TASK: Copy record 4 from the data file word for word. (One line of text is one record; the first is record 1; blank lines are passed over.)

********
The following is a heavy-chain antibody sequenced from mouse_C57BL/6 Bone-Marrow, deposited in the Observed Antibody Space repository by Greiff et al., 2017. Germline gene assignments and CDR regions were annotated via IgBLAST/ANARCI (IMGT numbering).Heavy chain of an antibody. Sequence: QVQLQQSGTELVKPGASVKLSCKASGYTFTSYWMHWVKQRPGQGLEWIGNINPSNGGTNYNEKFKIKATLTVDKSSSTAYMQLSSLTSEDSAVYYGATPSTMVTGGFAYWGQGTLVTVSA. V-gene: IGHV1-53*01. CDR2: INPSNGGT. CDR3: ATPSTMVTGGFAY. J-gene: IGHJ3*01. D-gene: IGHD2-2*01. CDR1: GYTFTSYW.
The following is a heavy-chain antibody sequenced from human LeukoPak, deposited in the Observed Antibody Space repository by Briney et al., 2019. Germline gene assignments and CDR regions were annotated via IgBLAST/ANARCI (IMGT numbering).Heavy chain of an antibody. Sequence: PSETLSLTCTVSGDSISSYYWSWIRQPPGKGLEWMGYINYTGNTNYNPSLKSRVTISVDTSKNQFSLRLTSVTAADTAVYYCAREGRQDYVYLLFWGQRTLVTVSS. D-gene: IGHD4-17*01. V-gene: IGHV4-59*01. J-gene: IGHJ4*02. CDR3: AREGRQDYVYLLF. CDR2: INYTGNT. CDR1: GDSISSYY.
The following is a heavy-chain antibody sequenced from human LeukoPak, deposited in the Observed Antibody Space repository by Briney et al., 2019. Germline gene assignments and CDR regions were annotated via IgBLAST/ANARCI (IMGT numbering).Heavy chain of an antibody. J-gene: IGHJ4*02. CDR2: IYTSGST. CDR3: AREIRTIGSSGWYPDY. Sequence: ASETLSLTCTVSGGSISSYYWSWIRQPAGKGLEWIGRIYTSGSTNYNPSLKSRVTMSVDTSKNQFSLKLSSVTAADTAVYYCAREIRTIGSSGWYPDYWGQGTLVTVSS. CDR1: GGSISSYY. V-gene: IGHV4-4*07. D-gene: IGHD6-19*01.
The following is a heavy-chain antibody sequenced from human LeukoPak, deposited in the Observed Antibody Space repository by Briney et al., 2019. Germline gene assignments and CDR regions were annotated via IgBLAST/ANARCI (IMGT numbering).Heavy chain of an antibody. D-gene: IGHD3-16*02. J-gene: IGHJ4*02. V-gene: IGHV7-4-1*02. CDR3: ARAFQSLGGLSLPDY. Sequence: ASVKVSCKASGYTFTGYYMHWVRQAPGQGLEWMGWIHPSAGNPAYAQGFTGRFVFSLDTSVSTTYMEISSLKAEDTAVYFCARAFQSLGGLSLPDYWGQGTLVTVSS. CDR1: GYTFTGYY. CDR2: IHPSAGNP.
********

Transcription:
The following is a heavy-chain antibody sequenced from human LeukoPak, deposited in the Observed Antibody Space repository by Briney et al., 2019. Germline gene assignments and CDR regions were annotated via IgBLAST/ANARCI (IMGT numbering).Heavy chain of an antibody. D-gene: IGHD3-16*02. J-gene: IGHJ4*02. V-gene: IGHV7-4-1*02. CDR3: ARAFQSLGGLSLPDY. Sequence: ASVKVSCKASGYTFTGYYMHWVRQAPGQGLEWMGWIHPSAGNPAYAQGFTGRFVFSLDTSVSTTYMEISSLKAEDTAVYFCARAFQSLGGLSLPDYWGQGTLVTVSS. CDR1: GYTFTGYY. CDR2: IHPSAGNP.